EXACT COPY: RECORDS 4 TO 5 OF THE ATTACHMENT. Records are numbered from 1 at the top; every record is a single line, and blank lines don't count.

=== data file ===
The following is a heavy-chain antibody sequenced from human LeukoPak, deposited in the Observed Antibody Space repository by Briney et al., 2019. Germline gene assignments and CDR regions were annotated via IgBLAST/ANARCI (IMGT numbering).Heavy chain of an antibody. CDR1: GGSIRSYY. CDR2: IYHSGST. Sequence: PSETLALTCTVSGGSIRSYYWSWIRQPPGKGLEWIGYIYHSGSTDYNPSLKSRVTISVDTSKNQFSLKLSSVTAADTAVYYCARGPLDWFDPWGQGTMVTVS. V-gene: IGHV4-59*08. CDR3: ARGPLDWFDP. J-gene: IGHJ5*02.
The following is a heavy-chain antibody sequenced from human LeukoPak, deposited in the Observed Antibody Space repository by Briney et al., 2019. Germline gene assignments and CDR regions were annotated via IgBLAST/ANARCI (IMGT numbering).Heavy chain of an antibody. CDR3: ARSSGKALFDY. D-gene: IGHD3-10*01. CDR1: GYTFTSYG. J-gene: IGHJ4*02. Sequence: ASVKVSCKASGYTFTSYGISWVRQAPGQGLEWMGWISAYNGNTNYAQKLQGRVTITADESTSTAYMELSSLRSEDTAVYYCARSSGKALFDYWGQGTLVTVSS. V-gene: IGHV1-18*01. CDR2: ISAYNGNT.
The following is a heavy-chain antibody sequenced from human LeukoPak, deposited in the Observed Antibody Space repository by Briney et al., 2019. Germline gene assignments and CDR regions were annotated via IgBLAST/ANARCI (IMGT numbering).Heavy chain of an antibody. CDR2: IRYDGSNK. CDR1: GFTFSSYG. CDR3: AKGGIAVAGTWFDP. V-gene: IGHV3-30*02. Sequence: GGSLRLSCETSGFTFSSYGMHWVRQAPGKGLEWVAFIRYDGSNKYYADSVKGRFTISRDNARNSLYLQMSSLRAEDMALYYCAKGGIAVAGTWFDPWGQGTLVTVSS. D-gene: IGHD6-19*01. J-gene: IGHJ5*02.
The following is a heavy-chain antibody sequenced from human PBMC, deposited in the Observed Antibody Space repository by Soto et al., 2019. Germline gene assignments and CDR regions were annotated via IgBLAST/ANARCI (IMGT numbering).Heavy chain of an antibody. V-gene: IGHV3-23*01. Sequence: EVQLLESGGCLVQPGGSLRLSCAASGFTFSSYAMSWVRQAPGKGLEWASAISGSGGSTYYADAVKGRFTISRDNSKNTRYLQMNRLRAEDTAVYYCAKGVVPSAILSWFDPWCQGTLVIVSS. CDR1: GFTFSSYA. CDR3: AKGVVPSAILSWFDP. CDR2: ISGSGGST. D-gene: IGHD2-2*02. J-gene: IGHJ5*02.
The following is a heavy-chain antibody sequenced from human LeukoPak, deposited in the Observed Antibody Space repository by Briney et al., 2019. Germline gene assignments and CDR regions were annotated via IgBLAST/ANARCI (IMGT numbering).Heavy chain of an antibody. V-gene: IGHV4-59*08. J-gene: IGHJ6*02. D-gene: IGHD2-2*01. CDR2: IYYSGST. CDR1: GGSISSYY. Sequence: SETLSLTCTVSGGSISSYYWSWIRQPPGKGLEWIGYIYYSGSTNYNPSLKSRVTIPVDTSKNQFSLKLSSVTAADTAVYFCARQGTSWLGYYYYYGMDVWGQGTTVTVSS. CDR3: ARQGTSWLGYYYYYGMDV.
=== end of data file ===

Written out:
The following is a heavy-chain antibody sequenced from human PBMC, deposited in the Observed Antibody Space repository by Soto et al., 2019. Germline gene assignments and CDR regions were annotated via IgBLAST/ANARCI (IMGT numbering).Heavy chain of an antibody. V-gene: IGHV3-23*01. Sequence: EVQLLESGGCLVQPGGSLRLSCAASGFTFSSYAMSWVRQAPGKGLEWASAISGSGGSTYYADAVKGRFTISRDNSKNTRYLQMNRLRAEDTAVYYCAKGVVPSAILSWFDPWCQGTLVIVSS. CDR1: GFTFSSYA. CDR3: AKGVVPSAILSWFDP. CDR2: ISGSGGST. D-gene: IGHD2-2*02. J-gene: IGHJ5*02.
The following is a heavy-chain antibody sequenced from human LeukoPak, deposited in the Observed Antibody Space repository by Briney et al., 2019. Germline gene assignments and CDR regions were annotated via IgBLAST/ANARCI (IMGT numbering).Heavy chain of an antibody. V-gene: IGHV4-59*08. J-gene: IGHJ6*02. D-gene: IGHD2-2*01. CDR2: IYYSGST. CDR1: GGSISSYY. Sequence: SETLSLTCTVSGGSISSYYWSWIRQPPGKGLEWIGYIYYSGSTNYNPSLKSRVTIPVDTSKNQFSLKLSSVTAADTAVYFCARQGTSWLGYYYYYGMDVWGQGTTVTVSS. CDR3: ARQGTSWLGYYYYYGMDV.